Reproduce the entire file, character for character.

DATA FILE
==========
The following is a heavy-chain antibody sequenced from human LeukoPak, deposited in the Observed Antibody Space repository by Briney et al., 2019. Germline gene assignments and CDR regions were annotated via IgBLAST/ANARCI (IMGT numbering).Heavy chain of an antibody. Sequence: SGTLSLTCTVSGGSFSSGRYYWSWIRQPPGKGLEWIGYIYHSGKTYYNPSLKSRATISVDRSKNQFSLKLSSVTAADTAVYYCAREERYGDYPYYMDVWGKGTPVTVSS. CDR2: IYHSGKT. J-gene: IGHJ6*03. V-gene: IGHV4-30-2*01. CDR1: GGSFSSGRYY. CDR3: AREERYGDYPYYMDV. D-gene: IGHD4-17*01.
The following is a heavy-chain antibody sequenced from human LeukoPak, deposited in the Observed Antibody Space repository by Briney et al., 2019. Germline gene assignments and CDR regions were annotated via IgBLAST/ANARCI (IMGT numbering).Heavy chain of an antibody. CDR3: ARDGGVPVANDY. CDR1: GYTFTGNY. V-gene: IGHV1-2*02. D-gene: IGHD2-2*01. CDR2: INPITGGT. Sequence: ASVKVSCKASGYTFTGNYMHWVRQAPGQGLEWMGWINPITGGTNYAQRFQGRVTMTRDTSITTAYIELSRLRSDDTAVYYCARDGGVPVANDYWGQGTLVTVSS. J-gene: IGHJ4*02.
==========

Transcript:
The following is a heavy-chain antibody sequenced from human LeukoPak, deposited in the Observed Antibody Space repository by Briney et al., 2019. Germline gene assignments and CDR regions were annotated via IgBLAST/ANARCI (IMGT numbering).Heavy chain of an antibody. Sequence: SGTLSLTCTVSGGSFSSGRYYWSWIRQPPGKGLEWIGYIYHSGKTYYNPSLKSRATISVDRSKNQFSLKLSSVTAADTAVYYCAREERYGDYPYYMDVWGKGTPVTVSS. CDR2: IYHSGKT. J-gene: IGHJ6*03. V-gene: IGHV4-30-2*01. CDR1: GGSFSSGRYY. CDR3: AREERYGDYPYYMDV. D-gene: IGHD4-17*01.
The following is a heavy-chain antibody sequenced from human LeukoPak, deposited in the Observed Antibody Space repository by Briney et al., 2019. Germline gene assignments and CDR regions were annotated via IgBLAST/ANARCI (IMGT numbering).Heavy chain of an antibody. CDR3: ARDGGVPVANDY. CDR1: GYTFTGNY. V-gene: IGHV1-2*02. D-gene: IGHD2-2*01. CDR2: INPITGGT. Sequence: ASVKVSCKASGYTFTGNYMHWVRQAPGQGLEWMGWINPITGGTNYAQRFQGRVTMTRDTSITTAYIELSRLRSDDTAVYYCARDGGVPVANDYWGQGTLVTVSS. J-gene: IGHJ4*02.